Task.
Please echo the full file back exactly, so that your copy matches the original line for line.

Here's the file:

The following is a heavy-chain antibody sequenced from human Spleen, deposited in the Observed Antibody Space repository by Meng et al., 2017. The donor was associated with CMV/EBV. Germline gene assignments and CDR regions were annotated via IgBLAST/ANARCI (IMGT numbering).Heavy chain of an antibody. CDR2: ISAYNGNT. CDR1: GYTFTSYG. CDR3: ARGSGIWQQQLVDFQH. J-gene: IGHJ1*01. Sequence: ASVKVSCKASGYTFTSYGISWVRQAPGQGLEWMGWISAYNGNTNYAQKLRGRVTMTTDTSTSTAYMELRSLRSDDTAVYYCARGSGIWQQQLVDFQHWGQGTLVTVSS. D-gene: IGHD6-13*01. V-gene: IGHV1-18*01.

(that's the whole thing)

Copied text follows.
The following is a heavy-chain antibody sequenced from human Spleen, deposited in the Observed Antibody Space repository by Meng et al., 2017. The donor was associated with CMV/EBV. Germline gene assignments and CDR regions were annotated via IgBLAST/ANARCI (IMGT numbering).Heavy chain of an antibody. CDR2: ISAYNGNT. CDR1: GYTFTSYG. CDR3: ARGSGIWQQQLVDFQH. J-gene: IGHJ1*01. Sequence: ASVKVSCKASGYTFTSYGISWVRQAPGQGLEWMGWISAYNGNTNYAQKLRGRVTMTTDTSTSTAYMELRSLRSDDTAVYYCARGSGIWQQQLVDFQHWGQGTLVTVSS. D-gene: IGHD6-13*01. V-gene: IGHV1-18*01.